Tuesday, 12 January 2016

A few thoughts about Bowie

The room at the top of my mum's house was dark and a bit musty, full of model aeroplanes and books. Still is. But that was where my brothers kept their record collections.

In one room there were Beatles and Sisters of Mercy LPs. In the other, a Bowie collection. It was from these records that I first heard Station To Station, Ziggy Stardust, Space Oddity and Hunky Dory. (Oddly, I only came to Low and 'Heroes' much later, and was blown away by how modern they sounded, how I could see the clear lineage between these albums and those of my other favourites, Radiohead.)

David Bowie reminds me of home. My sister playing me “The Laughing Gnome” when I was a kid. Being taken to see Labyrinth (and when we got our first VCR I recorded the film off the telly and watched it daily). My dad taking the piss out of his mannered singing style (a bit rich, frankly, given that he was an opera fan!). Playing tapes with my oldest mates. Me and Peter were CB radio nerds. We used to broadcast out to the taxi drivers and other weirdos and jam the airwaves with tracks off Space Oddity. Bowie's genius was that – even though he was a global rock star – he always felt like yours. I think, to a degree, we felt like we were the first to discover him.

I am aware of how old I sound right now. I'm 35. And no, I don't want to know what Bowie had already done at my age.

Over the years my Bowie listening has drifted in and out of focus, but he's always been there. I listen to “proper” dance now because of his much-derided, actually-pretty-great drum 'n' bass album, Earthling (or is it Eart hl ing? I've never been sure). My interest in soul started with Young Americans. And it's not just music – I read 1984 because I was obsessing on Diamond Dogs. 1. Outside fed off of and fuelled an interest in cyberpunk. He's even in Twin Peaks, my favourite fictional world.

No matter who or what you've been

I had a bit of a bad time a while back, linked to the depression I've struggled with since I was a teenager and my dad died. But I still had Bowie. In 2013 I spent a fun weekend with friends in London and, on the last day, decided to check out the David Bowie Is exhibition. I'd read the reviews, but I remember expecting something small that I'd nip in, then out, then get on the train home to Bath. As you entered there was a sign that stated 45 minutes was the average viewing time.

I was in there for four hours.

Three bits leaped out at me from that show, for different reasons.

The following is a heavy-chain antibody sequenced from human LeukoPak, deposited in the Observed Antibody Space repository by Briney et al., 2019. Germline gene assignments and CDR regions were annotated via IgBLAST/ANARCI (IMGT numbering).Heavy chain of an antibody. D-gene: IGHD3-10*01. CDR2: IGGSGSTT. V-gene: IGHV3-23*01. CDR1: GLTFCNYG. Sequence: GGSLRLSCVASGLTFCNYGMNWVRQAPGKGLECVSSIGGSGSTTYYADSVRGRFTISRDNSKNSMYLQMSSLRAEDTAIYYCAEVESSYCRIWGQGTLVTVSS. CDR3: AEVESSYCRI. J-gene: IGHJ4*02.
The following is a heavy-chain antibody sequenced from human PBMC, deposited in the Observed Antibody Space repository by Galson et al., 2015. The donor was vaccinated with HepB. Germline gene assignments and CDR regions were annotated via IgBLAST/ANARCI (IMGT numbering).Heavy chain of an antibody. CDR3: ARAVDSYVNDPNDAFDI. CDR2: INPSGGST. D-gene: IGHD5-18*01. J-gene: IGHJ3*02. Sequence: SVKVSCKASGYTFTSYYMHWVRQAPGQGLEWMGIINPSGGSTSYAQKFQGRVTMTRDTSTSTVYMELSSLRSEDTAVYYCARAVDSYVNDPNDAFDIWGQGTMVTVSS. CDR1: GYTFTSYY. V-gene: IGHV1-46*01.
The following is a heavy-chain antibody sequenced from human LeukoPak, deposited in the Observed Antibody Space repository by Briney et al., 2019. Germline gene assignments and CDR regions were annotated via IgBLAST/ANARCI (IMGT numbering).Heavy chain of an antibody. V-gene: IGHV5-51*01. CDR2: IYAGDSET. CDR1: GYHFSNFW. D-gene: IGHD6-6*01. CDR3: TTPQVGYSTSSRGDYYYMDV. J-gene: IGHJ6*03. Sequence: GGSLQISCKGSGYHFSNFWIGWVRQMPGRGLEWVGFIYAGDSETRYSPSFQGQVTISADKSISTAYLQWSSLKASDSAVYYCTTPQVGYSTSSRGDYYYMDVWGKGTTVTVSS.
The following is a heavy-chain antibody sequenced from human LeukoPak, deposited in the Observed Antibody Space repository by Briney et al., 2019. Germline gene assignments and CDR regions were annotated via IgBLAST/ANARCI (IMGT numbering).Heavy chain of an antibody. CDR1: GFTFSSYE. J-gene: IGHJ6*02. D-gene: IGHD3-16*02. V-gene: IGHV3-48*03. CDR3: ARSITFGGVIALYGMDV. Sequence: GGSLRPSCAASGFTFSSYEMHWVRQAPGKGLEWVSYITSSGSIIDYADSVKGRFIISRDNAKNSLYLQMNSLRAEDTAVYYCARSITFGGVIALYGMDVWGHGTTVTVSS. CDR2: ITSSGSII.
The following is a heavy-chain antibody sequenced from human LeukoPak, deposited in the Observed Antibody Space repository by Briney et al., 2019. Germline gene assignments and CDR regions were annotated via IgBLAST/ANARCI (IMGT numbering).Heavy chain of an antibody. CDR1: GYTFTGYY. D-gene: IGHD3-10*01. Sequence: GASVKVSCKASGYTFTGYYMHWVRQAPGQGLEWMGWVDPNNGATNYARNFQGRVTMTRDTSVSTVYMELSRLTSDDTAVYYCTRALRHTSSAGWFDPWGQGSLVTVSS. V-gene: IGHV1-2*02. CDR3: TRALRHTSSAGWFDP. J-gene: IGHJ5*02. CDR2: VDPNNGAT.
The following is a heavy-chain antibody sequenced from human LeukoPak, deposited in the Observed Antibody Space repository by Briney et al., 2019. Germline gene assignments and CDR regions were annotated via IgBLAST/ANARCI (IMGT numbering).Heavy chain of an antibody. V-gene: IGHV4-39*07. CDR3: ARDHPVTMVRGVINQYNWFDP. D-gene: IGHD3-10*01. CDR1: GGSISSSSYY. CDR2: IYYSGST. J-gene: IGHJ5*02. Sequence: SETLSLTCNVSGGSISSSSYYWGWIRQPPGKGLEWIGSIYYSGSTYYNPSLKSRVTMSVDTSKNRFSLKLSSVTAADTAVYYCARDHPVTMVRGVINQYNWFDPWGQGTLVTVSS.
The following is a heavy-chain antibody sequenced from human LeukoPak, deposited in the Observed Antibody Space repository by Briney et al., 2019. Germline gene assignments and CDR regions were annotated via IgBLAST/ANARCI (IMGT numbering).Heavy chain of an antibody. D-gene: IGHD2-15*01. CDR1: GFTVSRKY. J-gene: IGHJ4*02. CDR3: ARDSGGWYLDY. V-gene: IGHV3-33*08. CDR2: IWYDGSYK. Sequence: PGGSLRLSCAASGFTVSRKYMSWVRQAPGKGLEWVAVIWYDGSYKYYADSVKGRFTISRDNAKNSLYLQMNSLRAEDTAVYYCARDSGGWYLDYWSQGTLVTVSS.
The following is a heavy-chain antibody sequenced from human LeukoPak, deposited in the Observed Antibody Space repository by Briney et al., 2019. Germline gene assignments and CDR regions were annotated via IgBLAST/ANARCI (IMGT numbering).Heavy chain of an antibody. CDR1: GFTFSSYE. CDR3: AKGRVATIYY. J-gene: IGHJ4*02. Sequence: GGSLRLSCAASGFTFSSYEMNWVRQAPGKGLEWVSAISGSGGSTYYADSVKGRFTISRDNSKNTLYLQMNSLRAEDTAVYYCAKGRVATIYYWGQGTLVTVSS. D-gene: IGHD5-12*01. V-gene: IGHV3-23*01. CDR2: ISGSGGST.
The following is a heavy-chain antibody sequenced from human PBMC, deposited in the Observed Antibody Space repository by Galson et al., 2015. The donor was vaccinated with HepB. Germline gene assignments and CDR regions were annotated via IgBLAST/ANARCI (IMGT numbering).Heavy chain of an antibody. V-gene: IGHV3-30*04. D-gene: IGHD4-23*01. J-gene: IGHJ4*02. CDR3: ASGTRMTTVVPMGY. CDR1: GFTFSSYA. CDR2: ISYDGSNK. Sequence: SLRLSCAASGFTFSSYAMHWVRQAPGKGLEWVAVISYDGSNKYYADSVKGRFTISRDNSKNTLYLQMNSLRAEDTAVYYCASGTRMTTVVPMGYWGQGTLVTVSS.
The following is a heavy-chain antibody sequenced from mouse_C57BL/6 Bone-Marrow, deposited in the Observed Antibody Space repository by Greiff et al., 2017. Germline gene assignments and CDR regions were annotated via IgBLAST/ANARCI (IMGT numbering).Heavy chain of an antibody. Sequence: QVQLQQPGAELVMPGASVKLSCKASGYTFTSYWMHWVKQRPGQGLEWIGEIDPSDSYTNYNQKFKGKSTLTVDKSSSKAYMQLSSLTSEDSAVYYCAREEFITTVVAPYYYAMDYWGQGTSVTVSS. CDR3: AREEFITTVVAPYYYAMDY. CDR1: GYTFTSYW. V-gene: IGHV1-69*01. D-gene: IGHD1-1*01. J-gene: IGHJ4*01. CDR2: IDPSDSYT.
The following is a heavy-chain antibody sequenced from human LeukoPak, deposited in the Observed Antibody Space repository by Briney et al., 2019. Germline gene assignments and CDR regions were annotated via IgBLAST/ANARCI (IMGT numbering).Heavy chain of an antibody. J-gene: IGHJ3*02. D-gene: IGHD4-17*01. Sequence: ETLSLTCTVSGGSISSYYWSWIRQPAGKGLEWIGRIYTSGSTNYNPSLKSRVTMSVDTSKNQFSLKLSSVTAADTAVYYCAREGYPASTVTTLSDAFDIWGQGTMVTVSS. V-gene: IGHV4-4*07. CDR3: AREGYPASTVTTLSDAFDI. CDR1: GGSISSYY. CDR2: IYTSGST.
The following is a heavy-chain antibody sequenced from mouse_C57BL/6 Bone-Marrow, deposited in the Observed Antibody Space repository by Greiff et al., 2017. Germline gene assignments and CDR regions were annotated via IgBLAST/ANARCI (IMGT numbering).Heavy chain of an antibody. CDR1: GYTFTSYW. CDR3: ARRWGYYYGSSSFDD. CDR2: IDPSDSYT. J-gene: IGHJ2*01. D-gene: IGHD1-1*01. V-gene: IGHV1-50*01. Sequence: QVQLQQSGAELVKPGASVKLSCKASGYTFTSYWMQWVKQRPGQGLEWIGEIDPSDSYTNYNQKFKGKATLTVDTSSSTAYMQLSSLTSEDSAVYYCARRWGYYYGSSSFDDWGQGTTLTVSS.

1. “The Man Who Sold The World” video with Klaus Nomi. It seen it before in YouTube blur-o-vision, but here it was pristine and gloriously, bogglingly weird.
  2. The “Boys Keep Swinging” video. One of the weirder things that's happened to me in recent years is the Lodger has become my favourite of the Berlin trilogy, and here's one of its best tracks with Bowie in drag and cool as fuck.
  3. The end of the exhibition. It was an enormous hall, with screens on all sides projecting various Bowie videos. And on one of them was “Rock 'n' Roll Suicide”.
So here's a thing – I don't rate the Ziggy Stardust album that highly. Hey, some great songs for sure, but it's no Hunky Dory, or Low, or Station To Station, or...

But then “Rock 'n' Roll Suicide” came on. And Bowie sang “Oh no love, you're not alone” and, man, I cried hard in the middle of the V&A. The video ended, and I sat there and let it cycle around. And again. And again. I know I'm not the only one who had that experience. In fact, from talking to others, mine was one of the more moderate reactions.

That was a big moment for me. I'm not exaggerating when I say it was that precise point that I realised that things would be OK. Hey, David Bowie got through worse than this! Maybe I could ease back on the booze and other stupid things that were propping me up at the time?

Heaven loves ya

One more memory: last Friday. I was the first person to walk into HMV Bath that morning. I grabbed the CD and vinyl copies and then... paused.

I buy a lot of vinyl. Like, a shit load. A few months back I decided to cut back on that. And I chose not to buy Blackstar on black wax. It was more than twice as expensive as the CD and the cover was bleeding horrible (now I think that star is a piece of hilariously self-aggrandising genius on DB's part). 'I'll pick it up later,' I thought. 'There'll be an expanded edition out at Christmas, no doubt, and another album next year.'

David Bowie died two days ago. I still don't really understand what that means. There were so many David Bowies and we've already said goodbye to many of them that I think it's going to be a while before it sinks in that there will be no more.

It's not even about the music, at this point. After Reality I was resigned to there being no more records, so everything since has felt like a lovely bonus, but it just felt right that he was in the world. He was hanging out with Tilda Swinton and reading novels and being a family man. And good for him. If anyone had earned it...

And now he's gone, his death as stylish as anything he did in life. Yesterday, when I wrote the first draft of this, was sad. But after seeing the reaction to his passing, I feel heartened. It's nice to hear how many lives he touched. Maybe Lodger will get the reappraisal it deserves, now, cos honestly it's fucking great.

I didn't know how to end this, so I decided to take some inspiration from Big Dave and rely on the randomness of the universe. I put my Bowie album playlist on shuffle and planned to use a quote from the first track. iTunes picked “Neighbourhood Threat” from Tonight. Fucking hilarious – a forgettable track, and a cover at that, from an album that even he would happily admit was a contender for his worst. But never mind, eh? I'll just hit shuffle again and who knows what will come up? Glam rock? Ambient music? R&B? A spoken-word interlude about Baby Grace Blue followed by goth techno?